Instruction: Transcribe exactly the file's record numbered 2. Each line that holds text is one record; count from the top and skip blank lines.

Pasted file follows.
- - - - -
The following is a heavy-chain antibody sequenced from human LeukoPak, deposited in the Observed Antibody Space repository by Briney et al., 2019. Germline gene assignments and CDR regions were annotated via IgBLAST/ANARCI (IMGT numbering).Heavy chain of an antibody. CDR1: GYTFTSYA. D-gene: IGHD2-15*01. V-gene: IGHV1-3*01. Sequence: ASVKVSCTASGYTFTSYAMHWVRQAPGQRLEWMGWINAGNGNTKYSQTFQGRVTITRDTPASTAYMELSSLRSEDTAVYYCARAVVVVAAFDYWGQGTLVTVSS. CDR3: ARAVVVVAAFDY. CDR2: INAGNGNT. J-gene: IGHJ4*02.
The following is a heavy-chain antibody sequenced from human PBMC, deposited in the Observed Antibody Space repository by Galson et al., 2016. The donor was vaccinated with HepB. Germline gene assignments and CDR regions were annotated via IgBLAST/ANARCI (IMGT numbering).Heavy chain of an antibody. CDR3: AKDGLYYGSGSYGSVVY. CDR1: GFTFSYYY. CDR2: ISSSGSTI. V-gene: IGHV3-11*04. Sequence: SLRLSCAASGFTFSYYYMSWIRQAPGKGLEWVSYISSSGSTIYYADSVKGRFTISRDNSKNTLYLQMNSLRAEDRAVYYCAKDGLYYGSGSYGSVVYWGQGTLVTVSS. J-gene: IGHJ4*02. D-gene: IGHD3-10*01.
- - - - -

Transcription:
The following is a heavy-chain antibody sequenced from human PBMC, deposited in the Observed Antibody Space repository by Galson et al., 2016. The donor was vaccinated with HepB. Germline gene assignments and CDR regions were annotated via IgBLAST/ANARCI (IMGT numbering).Heavy chain of an antibody. CDR3: AKDGLYYGSGSYGSVVY. CDR1: GFTFSYYY. CDR2: ISSSGSTI. V-gene: IGHV3-11*04. Sequence: SLRLSCAASGFTFSYYYMSWIRQAPGKGLEWVSYISSSGSTIYYADSVKGRFTISRDNSKNTLYLQMNSLRAEDRAVYYCAKDGLYYGSGSYGSVVYWGQGTLVTVSS. J-gene: IGHJ4*02. D-gene: IGHD3-10*01.